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Quality of care: Less impressive than most Americans think


A study of health care provided in 12 metropolitan areas across the country shows that patients receive what guidelines consider appropriate treatment and preventive care only about half the time. The research, funded by the Robert Wood Johnson Foundation, examined interviews and medical records from 6,700 people in Boston; Cleveland; Greenville, S.C.; Indianapolis; Lansing, Mich.; Little Rock, Ark.; Miami; Newark, N.J.; Orange County, Calif.; Phoenix; Seattle; and Syracuse, N.Y. Researchers were looking for the presence of recommended treatments for 30 conditions (hypertension, asthma, breast cancer, and depression, for example) as well as such standard preventive measures as immunization against pneumococcal infection in elderly patients and blood sugar measurement among diabetics. According to Elizabeth A. McGlynn of the RAND corporation, lead author of the study, such inadequate care leads to "thousands of needless deaths each year."

A second study, financed by the Commonwealth Fund and led by Peter Hussey, a doctoral candidate at the Bloomberg School of Public Health of Johns Hopkins University, compared quality of care in the United States with that of Australia, Canada, England, and New Zealand. The United States spends twice as much per person on health care as the other countries, the study found, but the overall quality of care that those US expenditures purchase—measured by 21 indicators, such as cancer survival and infectious disease rates—is not twice as high. In fact, no single country surveyed was best or worst overall. The United States scored highest for the five-year breast cancer survival rate and cervical cancer screening, and had the lowest incidence of measles and the lowest smoking rate (a tie with Canada), but had the worst five-year survival rate for kidney transplantation and the highest incidence of hepatitis B infection and was the only country of the five with a rising death rate from asthma. Both studies were published in the May/June 2004 issue of Health Affairs and can be read at www.healthaffairs.org .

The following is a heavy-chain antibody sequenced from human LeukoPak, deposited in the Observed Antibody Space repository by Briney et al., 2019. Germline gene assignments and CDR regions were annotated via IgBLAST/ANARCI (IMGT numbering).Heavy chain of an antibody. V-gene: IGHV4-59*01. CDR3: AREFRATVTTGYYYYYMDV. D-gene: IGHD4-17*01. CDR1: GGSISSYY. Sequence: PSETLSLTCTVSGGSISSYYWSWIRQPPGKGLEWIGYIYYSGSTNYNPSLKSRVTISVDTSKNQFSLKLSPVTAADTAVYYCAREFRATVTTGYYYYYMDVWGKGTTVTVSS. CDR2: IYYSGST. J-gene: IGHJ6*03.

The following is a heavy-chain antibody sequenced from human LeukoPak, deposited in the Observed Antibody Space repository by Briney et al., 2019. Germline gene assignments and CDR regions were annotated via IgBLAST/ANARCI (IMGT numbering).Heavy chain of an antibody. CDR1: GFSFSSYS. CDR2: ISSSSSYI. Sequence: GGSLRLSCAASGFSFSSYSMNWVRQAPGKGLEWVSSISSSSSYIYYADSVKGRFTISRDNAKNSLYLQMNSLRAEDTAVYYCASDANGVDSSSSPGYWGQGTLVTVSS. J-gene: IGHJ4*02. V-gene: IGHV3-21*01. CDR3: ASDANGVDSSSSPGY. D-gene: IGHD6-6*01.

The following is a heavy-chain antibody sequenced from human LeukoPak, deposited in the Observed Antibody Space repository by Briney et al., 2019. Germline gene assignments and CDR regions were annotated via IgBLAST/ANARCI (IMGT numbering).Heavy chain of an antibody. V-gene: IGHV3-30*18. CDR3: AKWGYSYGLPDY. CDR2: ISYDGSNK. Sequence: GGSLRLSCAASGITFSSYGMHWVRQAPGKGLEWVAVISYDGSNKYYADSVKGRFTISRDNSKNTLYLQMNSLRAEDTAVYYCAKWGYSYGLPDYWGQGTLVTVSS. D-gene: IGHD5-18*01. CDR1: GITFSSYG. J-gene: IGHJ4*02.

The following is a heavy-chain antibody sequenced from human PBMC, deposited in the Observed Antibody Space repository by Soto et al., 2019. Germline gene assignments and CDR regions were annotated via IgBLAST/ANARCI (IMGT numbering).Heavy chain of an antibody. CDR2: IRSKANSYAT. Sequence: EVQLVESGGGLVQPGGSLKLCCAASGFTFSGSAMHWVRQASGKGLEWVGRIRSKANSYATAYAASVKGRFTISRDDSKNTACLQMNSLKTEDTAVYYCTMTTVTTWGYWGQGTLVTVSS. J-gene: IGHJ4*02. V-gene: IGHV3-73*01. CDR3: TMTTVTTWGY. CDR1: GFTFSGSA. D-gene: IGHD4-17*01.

The matter of quality in health care was recently addressed by the American College of Physicians in articles that advocate, first, performance measurements to improve physicians' quality of care and, second, development of a national health information infrastructure to support those quality improvements. The full text of both articles is at www.acponline.org

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